In search of a cure for the city’s looming deficit, senior advisers to Mayor Michael Bloomberg have privately floated an astonishing range of tax increases and budget cuts-including a property-tax hike of at least 20 percent, a cut of at least 15 percent to the city’s cultural institutions, and even the outright closing of some firehouses.
The ideas were raised in various exploratory discussions with people outside the administration, who described these conversations to The Observer . Ed Skyler, a spokesman for the Mayor, declined to discuss specifics, saying only: “There is no question there will be some bitter pills to swallow. The Mayor is going to be forced to make some very, very difficult choices.”
Although the ideas are only a sample of the taxes and cuts under consideration, the mere fact that such dramatic measures are being discussed indicates how bad the city’s fiscal situation really is. Mr. Bloomberg is struggling to close a projected budget deficit this fall of around $5 billion-the worst fiscal crisis in decades.
So get ready for higher taxes and cutbacks in government services. You’re going to pay more in taxes, fares and fees, and get less in return.
“This is going to be a lot more like the mid-1970’s than anybody expects,” said Dale Hemmerdinger, the incoming chairman of the Citizens Budget Commission, a business-backed group. “It would be nice if I were wrong, but the die is already cast.”
Mr. Bloomberg is going to be hard-pressed to avoid cutting into the services that keep New York livable, such as trash collection, police, park maintenance, museum funding and pest control. City officials are already considering reductions to sanitation pickups. They have even discussed retiring the city’s fleet of street-sweeping trucks. The streets will grow dirtier. Rats will live long and prosper. Museums will eliminate programs. Parks and subway stations in some neighborhoods will devolve into the bleak danger zones of the 1970’s and 1980’s. It may not be too alarmist to suggest that some of the quality-of-life gains that New York made in the 1990’s could be in real peril.
“Will it be the little things you don’t notice-garbage piling up and graffiti coming back, a kind of death of a thousand cuts?” asked City Council member Eric Gioia of Queens. “Or will it be more visible-homeless flooding the streets, libraries shuttered, people avoiding the subway at night out of fear? I think it’s more likely to be the first. But the first leads to the second.”
“It’s terrible,” added former Mayor Edward Koch. “The Mayor will have to engage in triage.”
Mr. Bloomberg’s aides are already readying the bandages and scalpels. Administration officials have privately conceded, for instance, that they could be forced to take the unpopular step of shuttering firehouses, according to people who have discussed it with them. “Obviously, 9/11 was catastrophic,” one of the sources said by way of explanation, “but the amount of fires has gone down dramatically.”
Such measures are merely ideas being floated in closed-door discussions. Still, the image of Mr. Bloomberg closing down engine-and-ladder companies is certain to revive bad memories of the 1970’s, when Abe Beame-a former accountant who, like Mr. Bloomberg, was elected to employ his fiscal acumen to rescue the city-closed firehouses and laid off firemen to deal with his fiscal crisis.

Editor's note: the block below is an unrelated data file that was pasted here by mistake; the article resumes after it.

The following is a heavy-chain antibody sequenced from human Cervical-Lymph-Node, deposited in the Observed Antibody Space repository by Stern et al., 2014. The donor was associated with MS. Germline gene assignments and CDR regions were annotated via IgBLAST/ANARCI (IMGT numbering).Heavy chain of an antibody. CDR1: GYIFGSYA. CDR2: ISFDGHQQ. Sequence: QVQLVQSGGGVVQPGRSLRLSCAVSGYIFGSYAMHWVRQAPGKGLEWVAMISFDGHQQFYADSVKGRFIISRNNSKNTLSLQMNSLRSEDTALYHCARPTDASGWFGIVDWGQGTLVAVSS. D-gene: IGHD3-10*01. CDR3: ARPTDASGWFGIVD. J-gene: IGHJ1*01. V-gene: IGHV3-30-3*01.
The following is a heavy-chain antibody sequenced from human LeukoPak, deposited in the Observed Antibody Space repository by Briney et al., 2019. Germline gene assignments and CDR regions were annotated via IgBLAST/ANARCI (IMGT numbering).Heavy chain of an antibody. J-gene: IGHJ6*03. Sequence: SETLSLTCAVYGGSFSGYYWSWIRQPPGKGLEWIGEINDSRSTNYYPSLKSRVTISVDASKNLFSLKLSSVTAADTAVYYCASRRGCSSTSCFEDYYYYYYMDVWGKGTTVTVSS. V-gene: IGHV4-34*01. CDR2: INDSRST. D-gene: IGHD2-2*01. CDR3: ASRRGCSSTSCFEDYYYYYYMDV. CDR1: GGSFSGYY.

In some situations, Mr. Bloomberg has already begun to deliver the bad news himself. The Mayor, a generous donor to the arts, has been telling board members of high-profile cultural institutions around the city that they’d better get their private-sector patrons to dig deeper, because further reductions are on the way, sources familiar with those conversations say.
City Hall has already directed all agency commissioners to report back to City Hall with proposed cuts amounting to 7.5 percent of their budgets-a citywide total of $1.1 billion in savings. But the commissioners are falling well short of that goal, administration officials say. All told, they have come back with a total of $400 million in cuts, according to people who have discussed the situation with Mayoral aides.
“Agency heads are saying that the new targets are almost impossible,” said one administration official. “The cuts are not materializing. Cutting anything without going into muscle and bone is proving really difficult. It’s really bad.”
Mr. Bloomberg’s advisers know how bad things are. They just aren’t talking about it in public now, in part because the gubernatorial election on Nov. 5 has everybody at City Hall in a holding pattern. The last thing Governor George Pataki needs as he seeks re-election is for Mr. Bloomberg to be talking about higher taxes and dire economic times ahead.
So City Hall has been short on specifics of late. Asked on Oct. 7 what prescriptions are under consideration, Mr. Bloomberg said: “I could give you a whole list which would provide headlines and front pages.” He didn’t.
Once Election Day is passed, however, the debate over specifics will explode into public view, setting the stage for bitter wrangling between city and state officials and pitched political battles at City Hall between the Mayor and the City Council.